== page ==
In some areas, lawyers and accountants offer tax training sessions (usually free) for small business owners. These may or may not apply to authors and artists, so check with the host before you plan to attend.
Taxes are a stressful topic for many people, including writers, but with a little education and planning, you can keep yourself on track.
*The IRS has a published list of factors it considers when determining whether income-producing activities are “businesses” or “hobbies.” In 2014, the tax court ruled that an artist who otherwise meets the “business” test but does not make a profit within the time period generally required by the IRS may still have her art considered a “business” – but in every case, the determination is made on an individual, facts and circumstances basis.
During last summer’s research trip to Japan, I visited Itsukushima Jinja, an important Shinto shrine on Miyajima island in Hiroshima Prefecture. (If you’d like to start from the beginning, you can find part 1 here.)
The approach to the shrine follows the island’s shoreline to the natural inlet that protects the shrine from the strait beyond.
The shrine sits on stilts because at one time the island was considered too sacred for commoners’ feet to touch. By building the shrine below the high tide line, visitors could approach in boats and worship without touching the sacred soil.
Today, visitors approach the shrine by land.
After passing a ritual purification fountain (where most visitors stop to perform a Shinto purification of the hands and mouth)
Visitors enter the shrine itself. Like most Shinto shrines, there is no admission fee (though donations are happily accepted, and freely given by most of the visitors).
The shrine’s major buildings are connected by brightly-colored, covered walkways–all constructed above the high tide line.
Here’s the view from the entrance hall, looking out toward the shrine’s main buildings:
The shrine’s main worship hall lies only a short walk from the entrance. I took no photographs of the worship hall itself (it would have been disrespectful) but here’s a view of the Great Torii, as seen from the area right in front of the shrine’s main altar:
In fact, the great torii is visible from most parts of the shrine:
Near the primary altar, visitors can have a goshuincho (stamp book) stamped and marked with calligraphy by the shrine’s priests and also obtain a fortune. Fortunes are available at many Shinto shrines. Visitors place an offering in the fortune box (usually the equivalent of $1) and shake a wooden stick from a canister. After reading the number on the stick, visitors remove a fortune from the drawer with the matching number and return the wooden stick to its place. Here’s my son receiving his fortune:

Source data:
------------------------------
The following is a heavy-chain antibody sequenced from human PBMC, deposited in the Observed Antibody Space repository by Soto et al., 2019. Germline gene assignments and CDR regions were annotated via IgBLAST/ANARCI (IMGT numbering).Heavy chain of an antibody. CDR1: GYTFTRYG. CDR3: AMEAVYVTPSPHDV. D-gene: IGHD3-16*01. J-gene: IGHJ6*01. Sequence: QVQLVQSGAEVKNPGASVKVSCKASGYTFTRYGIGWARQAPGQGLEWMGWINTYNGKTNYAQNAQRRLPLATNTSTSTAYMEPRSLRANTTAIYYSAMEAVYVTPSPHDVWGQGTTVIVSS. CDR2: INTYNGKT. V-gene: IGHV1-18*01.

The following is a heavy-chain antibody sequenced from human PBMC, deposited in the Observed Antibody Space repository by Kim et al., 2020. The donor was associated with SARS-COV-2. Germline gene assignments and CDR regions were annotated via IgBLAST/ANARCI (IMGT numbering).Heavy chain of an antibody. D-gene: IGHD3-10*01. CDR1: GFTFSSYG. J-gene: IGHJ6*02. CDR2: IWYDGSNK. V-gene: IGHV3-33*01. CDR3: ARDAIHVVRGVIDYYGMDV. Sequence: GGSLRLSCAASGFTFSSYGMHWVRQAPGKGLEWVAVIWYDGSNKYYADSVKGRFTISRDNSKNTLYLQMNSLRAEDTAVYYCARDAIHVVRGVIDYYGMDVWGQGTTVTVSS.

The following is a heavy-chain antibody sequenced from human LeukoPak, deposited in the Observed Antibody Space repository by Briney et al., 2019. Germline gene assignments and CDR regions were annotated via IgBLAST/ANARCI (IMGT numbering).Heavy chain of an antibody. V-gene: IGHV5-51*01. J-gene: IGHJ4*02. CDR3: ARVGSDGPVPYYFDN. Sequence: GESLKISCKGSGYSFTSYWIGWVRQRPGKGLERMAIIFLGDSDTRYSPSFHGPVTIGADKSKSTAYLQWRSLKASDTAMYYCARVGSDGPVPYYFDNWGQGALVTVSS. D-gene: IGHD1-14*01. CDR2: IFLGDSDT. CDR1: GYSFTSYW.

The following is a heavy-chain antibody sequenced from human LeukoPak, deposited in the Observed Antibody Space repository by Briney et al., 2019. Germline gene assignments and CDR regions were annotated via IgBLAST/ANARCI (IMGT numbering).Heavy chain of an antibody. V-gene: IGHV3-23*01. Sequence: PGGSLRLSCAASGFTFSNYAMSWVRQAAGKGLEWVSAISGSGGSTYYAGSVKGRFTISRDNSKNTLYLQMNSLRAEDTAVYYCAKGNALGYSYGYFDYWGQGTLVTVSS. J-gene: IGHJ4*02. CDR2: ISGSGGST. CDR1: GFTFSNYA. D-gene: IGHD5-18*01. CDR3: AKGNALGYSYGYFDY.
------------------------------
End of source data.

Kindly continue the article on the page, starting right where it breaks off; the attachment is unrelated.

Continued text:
Sake is a popular offering at Shinto shrines, and many (including Itsukushima Jinja) display some of the offerings they receive. These are sake casks presented as an offering to the kami:
Like many Shinto shrines, Itsukushima Jinja is popular with tourists (both foreign and Japanese) as well as worshippers. If you want to see it without too many other people around, I recommend visiting in the early morning, late afternoon, or — best of all — spending a night in one of Miyajima’s ryokan (traditional Japanese inns – my favorite is Ryokan Iwaso) and getting up early to visit the shrine before the ferries start running in the morning.
Although Itsukushima Jinja is the most famous of Miyajima’s shrines and temples, the island has several other religious and cultural sites of interest – many of which are nestled among the island’s sleepy back roads:
While walking to or from Itsukushima Jinja, visitors can’t miss the towering five-storied pagoda dedicated to the Buddha of Medicine:
The pagoda’s original statues have been moved to Daiganji temple:
But both the pagoda and the temple are open to visitors, and worth a look if you spend a day (or, better, two days and a night) on Miyajima Island.
Last summer’s research trip to Japan took me all the way to Miyajima Island (sometimes also known as Itsukushima, after the shrine that sits on its shore), where I spent two memorable days and a wonderful night exploring one of Japan’s most beautiful and iconic islands.
Miyajima (Itsukushima) sits across the Onseto Strait from Hiroshima, near the southwestern end of Honshu, Japan’s largest island. (The island itself is part of Hiroshima Prefecture.) Visitors access the island by ferries, which are easily reached by rail and subway lines. The trip across the strait takes 10-15 minutes:
While the island is home to many shrines and temples, the best-known, Itsukushima Shrine, sits directly on the beach.
Its giant red torii, known as the Great Torii, or Otorii, has become one of Japan’s most famous and enduring symbols:
Originally constructed in 1168, and rebuilt periodically in accordance with Shintō tradition, this version of the Otorii is the eighth, and dates to 1875. It survived the atomic bombing of Hiroshima, unharmed.
After arriving on Miyajima, visitors walk along a wide, paved path that leads along the beach and around a point to Itsukushima Shrine.
The Great Torii is visible most of the way, but the shrine itself becomes visible only after rounding the point.